Tuesday, November 29, 2011

When Fallacies are not Fallacious

Often, someone will label a particular piece of reasoning as fallacious when it only resembles a certain fallacy. Ironically, these people themselves are engaging in fallacious reasoning by doing so. When one accuses something of being fallacious, he must know why it is a fallacy. Let me explain.

When it comes to the fallacy of composition, people often recognize overt examples. “Every member of my team is twenty years old; therefore the team is twenty years old.” However, what people seem not to get right is the reason this is fallacious. They tend to think something along these lines is true:

Whatever reasons from the parts to the whole is fallacious.

But this is not obviously true. In fact, it seems as though clear counterexamples abound. Consider the wall made of red bricks. Every brick in the wall is red; therefore, the wall is red. Why is this fallacious? It is not. Or consider: every part of his car is made of metal; therefore, the car is made of metal. How does one tell the difference? It seems there is a kind of symmetry between objects in acceptable, non-fallacious composition-based reasoning and an asymmetry between those objects in the fallacy. Taking the team example, it could be pointed out that the parts of the team have not always been part of the team, or there may have been other, previous members. When composition is reasoned to symmetrically, however, it seems utterly harmless.

The same holds true for composition’s cousin, division. Whereas composition reasons from the parts to the whole, division reasons from the whole to the parts. If there is a completely red wall made of four large bricks it follows from this fact the bricks are red. This should be obviously legitimate.

It is important to understand when these are fallacious and when they are not because of their ramifications on theistic discussion. I once read a criticism of a Christian objection to the universe’s necessity. The objection was that if the universe was necessary then everything that happens is itself necessary. Since it is rational to accept there are contingent persons and events, it follows the universe is not necessary. The retort was that this was the fallacy of division, reasoning since the universe (the whole) was necessary, everything (the parts) would be necessary. As it turns out, however, this is not fallacious. For if the universe is necessary, then it just entails the events and persons and things that it does have. Furthermore, no other possible worlds (complete descriptions of reality) are really possible at all. But if something appears in no possible world (such as alternate events, places, things, or persons), then by definition it is not possible at all. That which is not possible is necessarily false when expressed as a proposition. Therefore, it follows analytically that if the universe is necessary, then it is impossible that the universe be necessary and things be different than they are.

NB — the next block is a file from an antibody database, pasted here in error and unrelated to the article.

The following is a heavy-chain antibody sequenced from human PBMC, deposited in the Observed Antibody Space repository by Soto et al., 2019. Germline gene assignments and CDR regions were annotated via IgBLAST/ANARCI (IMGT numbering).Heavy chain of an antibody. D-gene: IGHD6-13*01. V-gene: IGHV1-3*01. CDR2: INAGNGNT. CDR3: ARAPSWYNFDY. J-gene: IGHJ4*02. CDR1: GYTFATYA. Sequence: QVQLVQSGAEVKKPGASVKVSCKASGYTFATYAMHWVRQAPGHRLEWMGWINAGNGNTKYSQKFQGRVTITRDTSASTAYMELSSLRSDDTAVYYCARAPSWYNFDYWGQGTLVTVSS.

It seems that nearly all informal fallacies have exceptions. This is important. If we do not recognize the distinctions and differences, we will simply be trained to look at a basic structure of an argument or reasoning, and not at the reasoning itself. This is needed for good apologetics and philosophy!
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